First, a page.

My mother says her favorite place in the world is her backyard. I never understood that until I bought my house.
In the world?!, I remember thinking.
Better than the second floor of a certain bookstore in downtown Reykjavik?
Better than the cozy three room guesthouse I lived in after I got divorced?
Better than Wrightsville Beach in the winter?
I couldn’t imagine such a thing.
But after I moved into my house, and the excitement around the hardwood floors, French doors, and light blue kitchen cabinets subsided, I became bewitched with the backyard.
In terms of size, it’s not massive. It’s enough for a decent sized wooden shed. I could probably put a badminton net out there. I’ve thrown parties.
For me, the intrigue is less about the size and more about the magical touches, like the way the sun peeks in through the trees, and the purple wildflowers.
The plump squirrel that occasionally runs across the screen of my porch.
The wild ivy that flows over the debilitated wooden fence between my house and the neighbors.
It’s the way everything grows.
Personally, I like the yard to be a little wild.
I technically live downtown, so I’m required to keep the front tidy. But for the backyard, there are no rules.
I can let the grass grow high and the leaves build up. I can let the wildflowers run amuck. I can leave Morrie’s toys scattered across the lawn.
Morrie also loves the backyard, spending long, lazy afternoons in the sun. He stretches out in patches of light and rolls around, with a goofy expression on his face.
When he wants me to come out into the yard with me, he woofs. And not a bark, but an actual, singular soft woof.
Woof, he’ll say as I’m typing away on my computer or on a call.
“Not now,” I’ll say, half paying attention.
Woof, he’ll say a little louder, as to tell me, This is not a request.
Earlier today, I followed him outside and took in the tiny details of the yard.
I hadn’t been back there since my ex moved out. In terms of tidiness, the yard was Chase’s domain — he kept it trim and neat, mowing the grass and landscaping.
I would be inside, writing, and he’d come in after a hot afternoon, proud and glistening with sweat. Eager to show me his work. Each time, it was a new yard.
Now, it’s overgrown again.
A songbird, perhaps a sparrow, chirps merrily on the rickety fence. I hear one of my neighbor’s rev a chainsaw. My air conditioner hums.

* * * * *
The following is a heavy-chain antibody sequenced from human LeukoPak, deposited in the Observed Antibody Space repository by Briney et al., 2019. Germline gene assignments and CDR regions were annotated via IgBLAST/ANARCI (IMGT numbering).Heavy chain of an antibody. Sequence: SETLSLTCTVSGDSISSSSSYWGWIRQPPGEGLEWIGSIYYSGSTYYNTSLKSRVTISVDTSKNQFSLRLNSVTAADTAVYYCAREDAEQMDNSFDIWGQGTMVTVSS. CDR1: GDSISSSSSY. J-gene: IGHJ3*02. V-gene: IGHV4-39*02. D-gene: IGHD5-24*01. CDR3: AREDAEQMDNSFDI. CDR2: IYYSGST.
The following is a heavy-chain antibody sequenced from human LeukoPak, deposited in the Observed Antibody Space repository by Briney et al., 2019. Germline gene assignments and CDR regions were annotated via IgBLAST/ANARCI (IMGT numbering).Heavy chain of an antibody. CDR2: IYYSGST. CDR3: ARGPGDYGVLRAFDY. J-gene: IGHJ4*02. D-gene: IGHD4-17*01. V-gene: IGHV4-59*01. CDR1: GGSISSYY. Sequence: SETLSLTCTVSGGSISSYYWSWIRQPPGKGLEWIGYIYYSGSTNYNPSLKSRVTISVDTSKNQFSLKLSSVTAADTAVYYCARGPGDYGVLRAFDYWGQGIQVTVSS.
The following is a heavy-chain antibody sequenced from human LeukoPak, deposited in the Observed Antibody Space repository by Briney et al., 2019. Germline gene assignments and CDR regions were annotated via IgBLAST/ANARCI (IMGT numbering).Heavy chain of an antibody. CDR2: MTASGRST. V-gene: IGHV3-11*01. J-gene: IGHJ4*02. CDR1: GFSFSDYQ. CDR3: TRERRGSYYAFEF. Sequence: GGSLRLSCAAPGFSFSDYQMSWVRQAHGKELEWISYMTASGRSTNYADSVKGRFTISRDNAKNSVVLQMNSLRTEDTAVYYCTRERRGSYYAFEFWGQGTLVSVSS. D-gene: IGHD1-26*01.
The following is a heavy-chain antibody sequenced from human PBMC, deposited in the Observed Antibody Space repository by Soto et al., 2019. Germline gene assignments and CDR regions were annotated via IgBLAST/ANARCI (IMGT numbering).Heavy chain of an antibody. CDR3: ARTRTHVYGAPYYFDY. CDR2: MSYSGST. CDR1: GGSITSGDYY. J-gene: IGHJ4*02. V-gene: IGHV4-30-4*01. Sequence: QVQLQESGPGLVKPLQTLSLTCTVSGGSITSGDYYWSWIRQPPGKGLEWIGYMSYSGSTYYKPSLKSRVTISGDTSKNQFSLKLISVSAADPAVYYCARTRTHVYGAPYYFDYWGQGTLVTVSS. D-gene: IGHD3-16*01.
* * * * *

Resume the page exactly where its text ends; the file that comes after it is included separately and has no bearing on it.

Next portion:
Then, Morrie is pawing, and turn around to find him knee-deep in dirt. He usually doesn’t dig and I don’t want him to, but since I know what he’s looking for, I start snapping pictures instead of scolding.
He pants, his paws clawing furiously as he sniffs. A few months ago, he buried a bone in the backyard, fearing that my ex’s cat, Azula, would take it from him.
It was a hilarious dog moment, seeing him whine and cry at the back door, bone clenched in his jaws. When I let him outside, he manically raced down the back steps, finding a secure, secret spot next to the deck.
I don’t think he’ll find it now, but I can’t knock him for trying. Plus, I like how the photos are turning out.
Clumps of soil flying through the air.
After a few minutes, he lets out a big sigh and lies in the hole.
While he’s resting, I wander through one of the wilder parts of the yard. There’s a big, dead tree that I’ve neglected to get taken down (as it’s a huge headache and incredibly expensive.)
There’s a ton of tall leafy weeds, and as I go to take a picture of one, I find someone resting in its shade.
It’s a turtle, with a beautiful orange and brown shell. I used to have glasses just like him. Round like him, too.
I leave him to his business, not wanting Morrie to notice him.
I retreat to the shed.
I love the mural I made on the side, of gigantic orange and magenta flowers.
The afternoon I spent barefoot, in overalls and a bandana, splattered with acrylic paint, is one of my fondest backyard memories.
I hummed along to Ashley Monroe as I painted, watching the petals slowly take shape.
I hear the rhythm again.